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Cats and Dogs returning to Australia
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- Cats and Dogs returning to Australia
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Taking your cat or dog overseas? Check they are eligible to come back to Australia.
The Australian Quarantine and Inspection Service (AQIS) cannot guarantee that dogs and cats exported from Australia will be eligible for re-import. Please consider this carefully before exporting your cat or dog.
Cats and dogs in Australia enjoy freedom from many diseases that affect other parts of the world.
Animal diseases can affect more than one species, including cats and dogs, native animals and livestock. Some diseases are also capable of transferring to people.
Safeguarding Australia’s favourable animal health status is a high priority and there are government regulations in place to help prevent unwanted pests and diseases from entering the country.
When your cat or dog is exported from Australia they immediately relinquish their Australian health status. While overseas your cat or dog may be exposed to exotic diseases and depending on which country they have resided in, they may not meet Australian import requirements upon return.
Is your cat or dog eligible to return to Australia?
There are some countries from which cats and dogs cannot be directly imported to Australia. These are referred to as ‘non-approved’ countries.
Cats and dogs arriving from ‘approved’ countries* must stay in a government quarantine station for a minimum of 30 days when they arrive in Australia.
If your cat or dog travels to a non-approved country they must spend six months in an approved country before they will be eligible to return to Australia.
If you wish to re-import your pet within six months of export, preparations must be made before leaving Australia to avoid an extended stay in quarantine on their return.
The Pet Travel Scheme (PETS), also known as the Pet Passport Scheme, does not apply to cats and dogs being imported or returning to Australia.
How do I know which countries are approved or non-approved?
The Department of Agriculture, Fisheries and Forestery (DAFF) is the government authority that manages animal imports. DAFF groups countries into categories based on their animal health status and the level of risk this poses to Australia. Each category has its own import conditions.
What are the import conditions?
Import conditions are a set of criteria that allow DAFF to determine if your cat or dog will pose a risk to humans or other animals in Australia.
Import conditions differ depending on the country your cat or dog is being exported from.
This website has information packages for approved countries. The relevant package will explain all the import conditions your cat or dog will need to meet, based on the country they will be exported from.
Alternatively, contact the DAFF Live Animal Imports Program and an officer will send you the relevant information package.
Live Animal Imports Program: phone 02 6272 4454
Are there exceptions for disability assistance dogs?
Disability assistance dogs need to meet import conditions, however, these requirements vary depending on the country of export.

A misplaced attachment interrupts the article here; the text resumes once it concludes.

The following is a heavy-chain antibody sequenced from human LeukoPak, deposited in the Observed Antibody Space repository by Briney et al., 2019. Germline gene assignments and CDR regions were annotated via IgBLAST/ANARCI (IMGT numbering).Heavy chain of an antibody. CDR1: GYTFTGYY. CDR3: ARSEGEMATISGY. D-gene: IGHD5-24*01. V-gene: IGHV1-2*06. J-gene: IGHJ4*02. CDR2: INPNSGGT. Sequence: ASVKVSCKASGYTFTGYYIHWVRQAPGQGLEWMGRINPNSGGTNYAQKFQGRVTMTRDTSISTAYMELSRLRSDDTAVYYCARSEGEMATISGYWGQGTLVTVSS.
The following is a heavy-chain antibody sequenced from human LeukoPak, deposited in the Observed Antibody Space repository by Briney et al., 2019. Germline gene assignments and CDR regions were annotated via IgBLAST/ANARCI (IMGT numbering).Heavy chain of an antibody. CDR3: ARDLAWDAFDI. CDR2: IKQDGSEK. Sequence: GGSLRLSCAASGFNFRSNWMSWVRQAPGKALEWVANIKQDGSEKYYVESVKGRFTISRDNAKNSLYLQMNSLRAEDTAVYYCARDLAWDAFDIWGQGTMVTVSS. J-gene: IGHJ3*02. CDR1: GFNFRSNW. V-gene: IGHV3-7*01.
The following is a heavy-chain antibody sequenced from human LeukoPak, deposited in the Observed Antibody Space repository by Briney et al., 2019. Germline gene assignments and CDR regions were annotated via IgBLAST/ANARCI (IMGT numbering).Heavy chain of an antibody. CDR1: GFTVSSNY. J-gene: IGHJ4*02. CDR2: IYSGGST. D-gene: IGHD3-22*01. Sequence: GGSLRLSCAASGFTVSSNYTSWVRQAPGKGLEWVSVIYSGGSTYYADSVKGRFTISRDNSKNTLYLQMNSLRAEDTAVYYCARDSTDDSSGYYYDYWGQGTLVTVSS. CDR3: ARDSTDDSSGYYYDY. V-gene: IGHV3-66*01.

See Disability Assistance Dogs for specific information about importing disability assistance dogs. Alternatively, contact the Live Animal Imports Program and a DAFF officer will be able to help you.
My Pet is healthy and doesn't go out of the house/backyard. Does he/she still need to be quarantined?
Cats and dogs imported from most* DAFF approved countries must complete a quarantine period in Australia regardless of their apparent health or living circumstances.
Signs of a disease in an animal may not be obvious before departure or on arrival in Australia. The minimum 30 day quarantine period allows qualified staff to monitor your pet, act immediately and contact you if there is a change in their health. If your pet is found to be carrying a pest or disease, the quarantine environment protects the health of Australia’s human and animal population.
Quarantine must be completed at a government quarantine station. You cannot quarantine your pet at home or at other shelters.
What will it cost to import my pet back to Australia?
Booking and paying for travel arrangements for your cat or dog to come back to Australia is your responsibility.
You will also need to book your pet’s accommodation at a government quarantine station once you have received your DAFF import permit. Due to high demand, some stations may require bookings to be made in advance. Receipt of a DAFF import permit does not guarantee a space at your preferred quarantine station.
A DAFF officer will arrange for the collection and transfer of your pet from the airport directly to the quarantine station.
Costs to accommodate your cat or dog in a quarantine station depend on the length of time they need to spend in quarantine.
If you own two dogs or two cats that prefer to be together, you can request that they share accommodation, however, different species (i.e. a cat and a dog) cannot be housed together.
See the Quarantine Station Accommodation and Fees for current accommodation and service fees.
When your pet is released from quarantine it is also your responsibility to arrange and pay for their transport home, regardless of which station they are accommodated at.
How do I make sure my cat or dog's travel crate is suitable?
Your cat or dog should travel in an International Air Transport Association (IATA) approved container for cats and dogs. It is vital that your crate meets these requirements to ensure your cat or dog cannot escape while travelling.
Further information on air travel of live pets can be found on the IATA website.
Where are the government quarantine stations?
Live Animal Imports Program
GPO Box 858
Canberra ACT 2601
Phone: +61 2 6272 4454
Fax: + 61 2 6272 3110
Email the Live Animal Imports Program
19 Jan 2012